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Cold and damp in winter, a bit hot on summer mornings. A spare rope to leave for rap is handy. Scattered walls dating from the 80s. None of it has seen much action recently.

Routes listed R to L

© (nmonteith)

Access issues inherited from Blue Mountains

The Blue Mountains are a World Heritage listed area. The Grose Valley, the cliffs around Katoomba and much of the Narrow Neck peninsula are part of the Blue Mountains National Park which is managed by the NPWS. The Western Escarpment - where most of the climbing is - is Crown Land managed by the BMCC. While the NPWS Plan of Management nominates several locations in the National Park where rock climbing is deemed appropriate, the majority of the climbing remains unacknowledged. To maintain access our best approach is to 'Respect Native Habitat, Tread Softly and Leave No Trace'. Practically all crags are either in National Park or in council reserve: dog owners are reminded that dogs are not allowed in National Parks at any time and fines have been issued, while for crags on council reserve the BMCC leash law requires that dogs be on-leash.


Drive to the end of ‘Victoria Falls’ Rd, park car in tourist carpark. Go along the track towards the lookout for 100m, thenb turn R onto faint track which leads down to a gully which ends on the crag’s halfway ledge. Climbs are grouped as Left & Right side facing the cliff

© (nmonteith)

Ethic inherited from Blue Mountains

Although sport climbing is well entrenched as the most popular form of Blueys climbing, mixed-climbing on gear and bolts has generally been the rule over the long term. Please try to use available natural gear where possible, and do not bolt cracks or potential trad climbs.

Because of the softness of Blue Mountains sandstone, bolting should only be done by those with a solid knowledge of glue-in equipping. A recent fatality serves as a reminder that this is not an area to experiment with bolting.

If you do need to top rope, please do it through your own gear as the wear on the anchors is both difficult and expensive to maintain.

It would be appreciated if brushing of holds becomes part of your climbing routine - do it with a soft bristled brush and never a steel brush!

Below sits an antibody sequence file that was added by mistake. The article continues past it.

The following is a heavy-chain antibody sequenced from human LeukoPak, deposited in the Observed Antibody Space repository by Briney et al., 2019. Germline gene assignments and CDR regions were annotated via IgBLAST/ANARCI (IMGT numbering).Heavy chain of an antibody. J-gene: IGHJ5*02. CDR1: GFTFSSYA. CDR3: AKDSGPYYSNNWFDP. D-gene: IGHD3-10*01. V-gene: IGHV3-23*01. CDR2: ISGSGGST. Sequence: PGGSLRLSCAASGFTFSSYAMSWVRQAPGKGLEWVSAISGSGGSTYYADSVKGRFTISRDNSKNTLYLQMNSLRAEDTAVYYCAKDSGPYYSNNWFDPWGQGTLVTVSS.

The removal of vegetation - both from the cliff bases and the climbs - is not seen as beneficial to aesthetics of the environment nor to our access to it. However, the fast growing scrub can conceal walking tracks in mere months, so bringing a pair of secaturs and pruning as you walk is a good way of helping out with the constant task of track maintenance. Some appropriately discreet pruning is a far better alternative then track braiding (which causes far more damage). It's also a good warmup for your forearms!


Some content has been provided under license from: © Australian Climbing Association Queensland (Creative Commons, Attribution, Share-Alike 2.5 AU)


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Bogan Lay Sector
Right Side Sector


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Grade Route

100m L of the gully. Is initialled, diagonal crack to ledge. Harder to protect than it looks.

Starts between ACF and SOA , High stick clip then up and right under first bolt then up line of ubolts and excellent juggy rock to lower-off 3m right from SOA.

Set by Evan Wells

FFA: Evan Wells

Classic! Rebolted with RB's 2017. Bring a medium wire if you want to stitch the last few meters. High stickclip to reachy slabbing , through crux at bulge then easy into corner and DRB lower-off.

I put up the climb and it is a grade 17 not a 20

FA: Paul Henson & Dick Baker, 1986


Check out what is happening in Victoria Falls.